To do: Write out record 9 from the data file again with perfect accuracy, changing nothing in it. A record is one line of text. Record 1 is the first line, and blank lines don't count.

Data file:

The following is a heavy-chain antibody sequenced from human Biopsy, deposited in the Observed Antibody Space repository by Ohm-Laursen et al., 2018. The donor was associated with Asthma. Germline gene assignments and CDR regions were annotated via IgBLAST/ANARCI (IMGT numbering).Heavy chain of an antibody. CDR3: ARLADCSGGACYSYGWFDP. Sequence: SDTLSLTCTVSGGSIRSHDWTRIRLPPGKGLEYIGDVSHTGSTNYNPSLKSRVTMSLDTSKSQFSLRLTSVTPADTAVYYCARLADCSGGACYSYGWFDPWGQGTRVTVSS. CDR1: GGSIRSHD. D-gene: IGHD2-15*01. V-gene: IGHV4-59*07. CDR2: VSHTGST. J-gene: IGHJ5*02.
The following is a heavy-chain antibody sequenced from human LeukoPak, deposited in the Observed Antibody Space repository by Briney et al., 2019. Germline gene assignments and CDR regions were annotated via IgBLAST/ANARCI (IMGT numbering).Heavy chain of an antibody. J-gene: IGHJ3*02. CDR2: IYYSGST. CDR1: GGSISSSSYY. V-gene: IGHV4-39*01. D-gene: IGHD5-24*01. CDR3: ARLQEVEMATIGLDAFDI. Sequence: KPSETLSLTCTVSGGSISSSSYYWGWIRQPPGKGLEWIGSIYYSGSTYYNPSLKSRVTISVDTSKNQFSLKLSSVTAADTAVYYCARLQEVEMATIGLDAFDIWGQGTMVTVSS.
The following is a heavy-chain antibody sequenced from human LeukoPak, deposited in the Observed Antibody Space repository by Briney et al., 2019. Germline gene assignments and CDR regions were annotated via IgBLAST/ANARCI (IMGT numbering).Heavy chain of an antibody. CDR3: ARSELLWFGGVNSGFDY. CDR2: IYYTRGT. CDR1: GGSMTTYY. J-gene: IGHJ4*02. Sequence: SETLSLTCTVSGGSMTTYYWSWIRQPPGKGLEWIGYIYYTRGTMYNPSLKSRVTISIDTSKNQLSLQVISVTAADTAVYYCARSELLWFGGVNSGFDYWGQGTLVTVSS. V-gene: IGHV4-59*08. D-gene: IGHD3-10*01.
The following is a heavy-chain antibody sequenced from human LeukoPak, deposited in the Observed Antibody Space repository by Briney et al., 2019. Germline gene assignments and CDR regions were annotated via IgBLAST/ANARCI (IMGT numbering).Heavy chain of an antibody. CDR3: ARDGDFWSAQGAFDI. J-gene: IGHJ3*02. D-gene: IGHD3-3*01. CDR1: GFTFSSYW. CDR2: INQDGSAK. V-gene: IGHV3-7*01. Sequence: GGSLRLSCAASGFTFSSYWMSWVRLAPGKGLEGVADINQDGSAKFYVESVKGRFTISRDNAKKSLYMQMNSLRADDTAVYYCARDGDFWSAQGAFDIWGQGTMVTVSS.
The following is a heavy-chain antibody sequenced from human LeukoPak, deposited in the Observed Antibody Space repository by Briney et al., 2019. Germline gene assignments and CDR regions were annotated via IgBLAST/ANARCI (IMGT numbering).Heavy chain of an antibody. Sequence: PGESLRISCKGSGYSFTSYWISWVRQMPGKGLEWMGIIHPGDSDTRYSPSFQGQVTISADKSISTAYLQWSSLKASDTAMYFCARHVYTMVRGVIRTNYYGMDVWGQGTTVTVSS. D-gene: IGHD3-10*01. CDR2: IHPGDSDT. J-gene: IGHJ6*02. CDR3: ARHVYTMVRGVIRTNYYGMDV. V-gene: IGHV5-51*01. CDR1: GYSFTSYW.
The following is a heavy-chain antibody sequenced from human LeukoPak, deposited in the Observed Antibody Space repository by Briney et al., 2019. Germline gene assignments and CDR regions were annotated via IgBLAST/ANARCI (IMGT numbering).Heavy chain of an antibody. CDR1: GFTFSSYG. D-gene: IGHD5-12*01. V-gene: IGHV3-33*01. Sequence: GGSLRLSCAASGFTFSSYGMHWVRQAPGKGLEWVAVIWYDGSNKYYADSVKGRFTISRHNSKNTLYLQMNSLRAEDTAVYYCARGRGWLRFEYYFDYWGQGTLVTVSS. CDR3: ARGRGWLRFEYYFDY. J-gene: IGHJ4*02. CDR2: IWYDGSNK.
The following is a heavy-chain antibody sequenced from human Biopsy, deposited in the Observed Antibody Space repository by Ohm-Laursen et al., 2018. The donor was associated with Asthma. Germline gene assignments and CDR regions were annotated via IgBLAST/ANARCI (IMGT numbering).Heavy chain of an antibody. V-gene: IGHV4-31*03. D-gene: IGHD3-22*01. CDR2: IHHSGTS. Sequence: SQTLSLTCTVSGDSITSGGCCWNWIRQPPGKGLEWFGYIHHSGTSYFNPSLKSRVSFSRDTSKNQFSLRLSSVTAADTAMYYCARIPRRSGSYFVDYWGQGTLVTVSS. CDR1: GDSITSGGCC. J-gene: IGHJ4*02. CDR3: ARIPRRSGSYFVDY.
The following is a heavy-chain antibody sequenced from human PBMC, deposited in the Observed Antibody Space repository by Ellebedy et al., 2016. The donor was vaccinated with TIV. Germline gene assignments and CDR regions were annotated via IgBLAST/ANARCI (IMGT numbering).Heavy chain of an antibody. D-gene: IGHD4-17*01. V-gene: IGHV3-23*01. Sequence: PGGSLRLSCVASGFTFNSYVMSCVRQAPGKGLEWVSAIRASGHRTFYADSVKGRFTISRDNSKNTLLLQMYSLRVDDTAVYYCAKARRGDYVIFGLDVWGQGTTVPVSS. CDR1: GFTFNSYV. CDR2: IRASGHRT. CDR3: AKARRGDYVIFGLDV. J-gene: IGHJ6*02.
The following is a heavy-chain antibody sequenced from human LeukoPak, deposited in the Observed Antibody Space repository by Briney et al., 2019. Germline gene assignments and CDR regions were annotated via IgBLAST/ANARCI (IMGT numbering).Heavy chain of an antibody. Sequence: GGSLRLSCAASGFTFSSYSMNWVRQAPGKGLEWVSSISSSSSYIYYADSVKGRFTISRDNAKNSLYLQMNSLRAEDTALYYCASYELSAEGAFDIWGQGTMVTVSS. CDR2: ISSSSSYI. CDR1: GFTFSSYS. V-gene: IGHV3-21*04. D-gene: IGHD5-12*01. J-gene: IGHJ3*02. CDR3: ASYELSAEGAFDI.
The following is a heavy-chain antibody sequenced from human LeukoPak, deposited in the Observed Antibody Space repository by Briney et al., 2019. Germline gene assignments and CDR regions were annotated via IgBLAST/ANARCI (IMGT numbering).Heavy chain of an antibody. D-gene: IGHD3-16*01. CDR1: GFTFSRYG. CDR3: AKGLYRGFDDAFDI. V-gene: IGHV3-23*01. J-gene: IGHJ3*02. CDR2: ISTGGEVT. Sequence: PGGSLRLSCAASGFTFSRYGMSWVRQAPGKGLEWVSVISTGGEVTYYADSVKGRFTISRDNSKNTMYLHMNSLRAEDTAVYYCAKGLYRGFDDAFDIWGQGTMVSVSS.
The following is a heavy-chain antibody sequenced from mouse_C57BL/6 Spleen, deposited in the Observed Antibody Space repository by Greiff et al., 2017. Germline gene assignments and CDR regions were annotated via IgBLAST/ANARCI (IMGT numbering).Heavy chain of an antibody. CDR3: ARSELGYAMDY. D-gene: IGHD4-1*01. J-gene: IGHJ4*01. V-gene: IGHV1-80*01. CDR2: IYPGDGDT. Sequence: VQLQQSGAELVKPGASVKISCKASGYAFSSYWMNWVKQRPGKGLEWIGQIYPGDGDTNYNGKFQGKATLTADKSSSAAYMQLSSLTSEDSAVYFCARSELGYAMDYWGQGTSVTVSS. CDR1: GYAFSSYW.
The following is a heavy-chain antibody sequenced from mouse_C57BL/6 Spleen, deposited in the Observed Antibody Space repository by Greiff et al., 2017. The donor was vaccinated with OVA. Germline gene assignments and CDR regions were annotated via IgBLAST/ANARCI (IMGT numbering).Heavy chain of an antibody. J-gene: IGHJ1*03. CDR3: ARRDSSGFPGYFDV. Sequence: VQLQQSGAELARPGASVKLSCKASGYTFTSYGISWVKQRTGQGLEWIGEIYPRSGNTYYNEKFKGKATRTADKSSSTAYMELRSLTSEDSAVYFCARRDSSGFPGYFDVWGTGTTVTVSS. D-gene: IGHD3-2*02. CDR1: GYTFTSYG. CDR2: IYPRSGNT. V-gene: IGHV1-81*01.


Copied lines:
The following is a heavy-chain antibody sequenced from human LeukoPak, deposited in the Observed Antibody Space repository by Briney et al., 2019. Germline gene assignments and CDR regions were annotated via IgBLAST/ANARCI (IMGT numbering).Heavy chain of an antibody. Sequence: GGSLRLSCAASGFTFSSYSMNWVRQAPGKGLEWVSSISSSSSYIYYADSVKGRFTISRDNAKNSLYLQMNSLRAEDTALYYCASYELSAEGAFDIWGQGTMVTVSS. CDR2: ISSSSSYI. CDR1: GFTFSSYS. V-gene: IGHV3-21*04. D-gene: IGHD5-12*01. J-gene: IGHJ3*02. CDR3: ASYELSAEGAFDI.